Sweet Little Thing(5)

By: Abbi Glines


Jasper, however, ignored the comment and continued to glare in his mother’s direction. Then he turned his attention to me. “We’ll need drinks if we don’t want to choke on our food.”

I felt my face heat from the nasty tone in his voice. “I’m sorry. I was waiting on your conversation to end before I interrupted to ask what I could get you.”

“It’s okay, love. He’s just testy because his girlfriend Maisie ended things with him while she’s off gallivanting in Europe for the summer. He’ll recover his broken heart soon enough and be as charming as ever. And I’m Sterling by the way.” Sterling had a nice smile that displayed perfect white teeth. His brown hair had golden sun streaks in it. Like the others, he looked like he belonged to this set. But he was nice.

“Maisie broke things off? Do her parents know?” Portia sounded horrified.

“She’s a twenty-one-year old woman, Mother. I don’t think it matters if her parents know or not. Now let’s drop the subject.”

“I’ll take a coffee. Black,” Sterling told me with a kind smile.

“Same,” Tate said from across the table.

“Milk,” Jasper added, turning his gaze my way, a small apologetic smile touched his lips. He was odd. His attitude went from angry to nice so easily.

I turned to look at the quiet guy. The one who had to be named Winston since the other names had been taken. He made me nervous. His boredom made it feel as if he judged everything quietly. “Water,” he said without making eye contact with me. His nonchalance made me feel as if I didn’t exist. I was beneath him. He was making sure that message was delivered loud and clear.

I hurried from the room with their drink orders. When I started waiting tables at Pizza Pit four years ago, I’d been thrilled to get that job. Now I was thankful I had the experience. Because never once in those years of daydreaming had I thought I’d be waiting on people like this. I was supposed to be in college getting my nursing degree. And my mother was supposed to live a long time. She was supposed to be there to watch me grow up and make my way in the world. And to always be there for Heidi. Mom and Heidi were supposed to be my home. I’d never imagined this would be our future.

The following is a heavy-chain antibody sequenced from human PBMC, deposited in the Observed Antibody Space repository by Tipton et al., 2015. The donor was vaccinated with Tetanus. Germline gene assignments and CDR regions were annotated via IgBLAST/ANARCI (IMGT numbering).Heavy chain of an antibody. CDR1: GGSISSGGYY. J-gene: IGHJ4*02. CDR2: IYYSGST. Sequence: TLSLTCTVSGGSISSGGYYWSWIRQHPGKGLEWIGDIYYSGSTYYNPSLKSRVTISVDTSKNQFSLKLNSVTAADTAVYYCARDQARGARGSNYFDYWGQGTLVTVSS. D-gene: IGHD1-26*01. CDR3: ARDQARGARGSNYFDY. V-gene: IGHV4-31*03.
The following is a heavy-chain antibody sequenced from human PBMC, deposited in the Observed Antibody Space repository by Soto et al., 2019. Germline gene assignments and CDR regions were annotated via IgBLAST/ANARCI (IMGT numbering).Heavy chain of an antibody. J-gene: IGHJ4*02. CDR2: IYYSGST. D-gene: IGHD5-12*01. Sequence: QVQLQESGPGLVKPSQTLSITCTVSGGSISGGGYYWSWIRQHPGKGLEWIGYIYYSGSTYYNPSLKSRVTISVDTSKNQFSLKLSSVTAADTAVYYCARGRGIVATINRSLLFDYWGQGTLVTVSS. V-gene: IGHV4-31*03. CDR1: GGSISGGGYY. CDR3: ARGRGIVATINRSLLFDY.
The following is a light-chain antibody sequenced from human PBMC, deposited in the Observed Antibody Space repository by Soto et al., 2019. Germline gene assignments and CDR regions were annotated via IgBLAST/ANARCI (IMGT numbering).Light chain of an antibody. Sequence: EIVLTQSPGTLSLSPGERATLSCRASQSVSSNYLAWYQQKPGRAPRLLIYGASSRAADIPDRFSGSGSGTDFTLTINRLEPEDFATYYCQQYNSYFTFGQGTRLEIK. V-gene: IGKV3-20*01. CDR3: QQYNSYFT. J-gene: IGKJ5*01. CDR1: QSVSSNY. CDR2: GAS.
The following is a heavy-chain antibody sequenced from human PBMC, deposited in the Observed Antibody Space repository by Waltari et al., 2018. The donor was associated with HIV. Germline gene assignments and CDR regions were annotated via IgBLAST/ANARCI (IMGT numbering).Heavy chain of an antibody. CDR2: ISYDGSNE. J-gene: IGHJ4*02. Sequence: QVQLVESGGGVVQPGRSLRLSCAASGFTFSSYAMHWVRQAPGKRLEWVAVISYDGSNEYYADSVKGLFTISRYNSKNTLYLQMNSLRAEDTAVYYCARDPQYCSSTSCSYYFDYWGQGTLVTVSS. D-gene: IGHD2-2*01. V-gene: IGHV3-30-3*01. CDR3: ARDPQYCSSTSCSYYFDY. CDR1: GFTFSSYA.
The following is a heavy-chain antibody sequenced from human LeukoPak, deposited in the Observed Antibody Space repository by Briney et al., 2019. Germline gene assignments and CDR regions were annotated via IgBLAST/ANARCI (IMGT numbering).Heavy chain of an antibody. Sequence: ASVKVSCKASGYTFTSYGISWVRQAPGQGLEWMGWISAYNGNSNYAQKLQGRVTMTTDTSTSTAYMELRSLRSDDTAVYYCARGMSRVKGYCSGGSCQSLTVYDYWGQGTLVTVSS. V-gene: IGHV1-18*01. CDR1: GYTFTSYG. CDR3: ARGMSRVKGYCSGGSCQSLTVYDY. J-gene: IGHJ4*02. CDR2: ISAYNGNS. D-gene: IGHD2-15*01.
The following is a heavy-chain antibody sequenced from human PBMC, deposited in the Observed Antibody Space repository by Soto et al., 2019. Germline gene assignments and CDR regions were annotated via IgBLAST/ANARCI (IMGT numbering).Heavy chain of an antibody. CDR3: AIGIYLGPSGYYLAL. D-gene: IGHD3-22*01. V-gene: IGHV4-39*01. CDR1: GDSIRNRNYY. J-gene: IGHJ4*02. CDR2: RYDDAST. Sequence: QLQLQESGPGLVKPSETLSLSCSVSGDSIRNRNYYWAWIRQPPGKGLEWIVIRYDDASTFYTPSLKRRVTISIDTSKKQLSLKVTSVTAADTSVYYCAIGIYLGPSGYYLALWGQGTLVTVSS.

My dream of someday working in the pediatric ward of a hospital would never come true now. I had more to worry about than lost dreams. When mother died, she left Heidi to me. And I wouldn’t let anything happen to take that smile off Heidi’s face. A face that should have looked like mine. Although our eyes were the same color, not much else was the same. Heidi was different, but beautifully so.

I didn’t use the French press for the coffees because they didn’t ask. I used the fancy machine that normally sat on the kitchen counter collecting dust to make them each a cup of coffee while I made Portia’s the way she always insisted. I took one of the frozen mugs from the freezer that Portia had told me were for Jasper’s milk two days ago when she asked me to freeze them. I thought the icy mugs sounded nice. Ice cold milk. I almost used one for the water that Mr. I’m-Too-Good-For-Others had asked for, but decided against it. He didn’t deserve any special treatment.

Wheeling a cart from the pantry, I used it as a drink tray, placing each of their drinks on it. I was kicking myself because I should have used this contraption for their meals. I could have taken all four plates at one time, but I hadn’t thought of the cart until I went into the pantry to get the coffee cups and saw it there.

Walking back into the dining room I heard Portia say. “All summer? But why? You normally travel in the summer.”

My stomach dropped. Surely she didn’t mean Jasper was planning to stay here all summer. A few days of this I could take, but an entire summer?

I briefly closed my eyes and pictured Heidi’s sweet smile. I could do this. I could do anything.





I WAS GIVEN ONE DAY OFF every week to visit Heidi. The place that Portia paid for her to stay had family day on Sunday, and I visited rain or shine. We ate picnics I had prepared outside under the oak trees at the home. We played kickball, and I pushed Heidi on one of the many swings in the large backyard there.

The facility was always full of families and visitors. Heidi had one friend, however, that didn’t ever have family visit. She also had Down syndrome. Her name was May.

It bothered Heidi when May was left alone, so we made her a part of our family. I gave her the same special cookie treats I gave Heidi, and she played with us every Sunday. It was what I looked forward to every week. It was all I looked forward to.

But today, I wouldn’t be able to see my sister. Today, I would miss my visit. When I called Heidi to explain, she was sad. She didn’t say so, but her voice was quieter. It hurt my heart so much. I hated this. I also hated the people outside at the pool keeping me from visiting my sister. They were all spoiled, wealthy, rude, and full of themselves. All of them.